Ferrari demand time to evaluate new engine gains

Ian Parkes & Will Gray

Ferrari sporting director Laurent Mekies has called for caution on the judgement of the team’s new power unit despite promising early signs.

The Scuderia delivered its worst performance in 40 years last season as limitations in power played a significant part in its demise, not only for the team but also for supply teams Haas and Alfa Romeo.

Former Ferrari driver Kimi Raikkonen, who now drives for Alfa Romeo, said in Bahrain the power is noticeably improved.

Despite performing well across the Bahrain Grand Prix weekend, with Charles Leclerc and Carlos Sainz finishing sixth and eighth, Mekies believes the team must wait a month or two before its true performance can be determined.

“We have improved, no doubt,” said Mekies. “We are okay with what we see. We know exactly our numbers but the question is what does that number become when you factor in the progression of the others?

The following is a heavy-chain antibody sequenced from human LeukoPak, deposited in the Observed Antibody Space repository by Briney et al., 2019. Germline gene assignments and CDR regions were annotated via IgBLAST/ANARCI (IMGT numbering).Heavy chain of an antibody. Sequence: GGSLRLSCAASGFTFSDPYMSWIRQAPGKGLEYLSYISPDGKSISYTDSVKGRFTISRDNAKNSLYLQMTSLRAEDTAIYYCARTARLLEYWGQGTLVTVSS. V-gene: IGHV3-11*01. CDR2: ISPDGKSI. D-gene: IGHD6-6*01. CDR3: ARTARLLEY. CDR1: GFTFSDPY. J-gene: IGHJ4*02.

“The real answer to that you discover when you analyse the qualifying and because of the nature of these estimations you need a few qualifying sessions to make sure you have a reliable number you can take back to the factory and say ‘Okay, we know how we progressed, and this is now where we stand compared to the others.’

“I think that will happen after two, three, maybe four qualifying sessions when we have a consolidated number of estimations of the other guys.”

Last year, Ferrari’s engine was hampered in the wake of technical directives issued towards the end of the 2019 season aimed at fuel flow and oil burning.

A development freeze, introduced due to the Covid-19 restrictions, prevented the team from improving on the design until this year but now it has put in place a number of innovative steps to move things forward.

The team said at the car’s launch it had developed a “completely new” engine for this year, with a revised layout for the turbo among the changes, while small modifications in every area appear to have resulted in significant sum-total gains.

Mekies believes there could be more to come. He added: “There is always work to do to extract the most from it at the racetrack.”

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